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June 12, 2010

Robert Garrigus


COLIN MURRAY: Alright, Robert. Thanks for joining us here in the interview room at the St. Jude Classic, presented by Smith & Nephew. Great playing, second consecutive 66 out there today. I know it wasn't quite the finish you look for, but if you could talk about the stretch over the first three days here, and we'll go from there.
ROBERT GARRIGUS: Really, all started at the beginning of the week when I didn't have any energy to do anything, really. I had food poisoning on Friday night. And I got out here on Sunday night to try to qualify for the U.S. Open. And I really wanted to play at Pebble Beach, but I guess this week is more important.
I really didn't feel good the first three days. I didn't have any energy, didn't have enough fluids. I drank about 25 gallons of water in three days. Really didn't practice a whole lot. I got some good momentum in Dallas at the Byron Nelson, and it's continuing now. It's nice.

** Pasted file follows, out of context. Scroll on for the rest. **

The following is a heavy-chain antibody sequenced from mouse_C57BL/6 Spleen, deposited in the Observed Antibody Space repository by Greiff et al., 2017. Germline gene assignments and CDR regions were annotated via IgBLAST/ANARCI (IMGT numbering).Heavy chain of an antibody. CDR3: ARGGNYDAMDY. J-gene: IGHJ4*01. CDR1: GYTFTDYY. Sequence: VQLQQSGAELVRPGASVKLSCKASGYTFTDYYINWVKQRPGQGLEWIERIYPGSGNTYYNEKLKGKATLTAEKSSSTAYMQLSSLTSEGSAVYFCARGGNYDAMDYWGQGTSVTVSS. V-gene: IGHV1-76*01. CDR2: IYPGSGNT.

COLIN MURRAY: Could you talk about the 66 today on a day that seemed like it was pretty difficult out there scoring-wise.
ROBERT GARRIGUS: Yeah. You know, I kind of had -- only mental error of the week on No. 3, the par 5, missed a little short putt there, and that kind of woke me up.
Then I birdied the next hole and just kind of stayed patient all day and then hit it real close on 11. Made birdie there and started stroking it real well coming down the backside. Hit it real close for eagle on 16, and that was a nice boost.
17, hit a mediocre tee shot that didn't kick off the hill. Then I hit a hooking 6-iron from like 210 we had to the hole and hit a great shot there. It was exactly how I drew it up and it landed perfect. Just over the back of the green. Didn't make a good swing on 18 there, but that's alright. I made a good putt for bogey and got it in the hole.
COLIN MURRAY: Questions.

Q. Robert, can you talk about you've had a piece of a lead before and I think last year after the first round at Pebble. Having a 2-stroke lead over a field that includes folks, fairly strong field, when did it hit your head that you had the lead and that you had a chance to take it into the house going into the final round?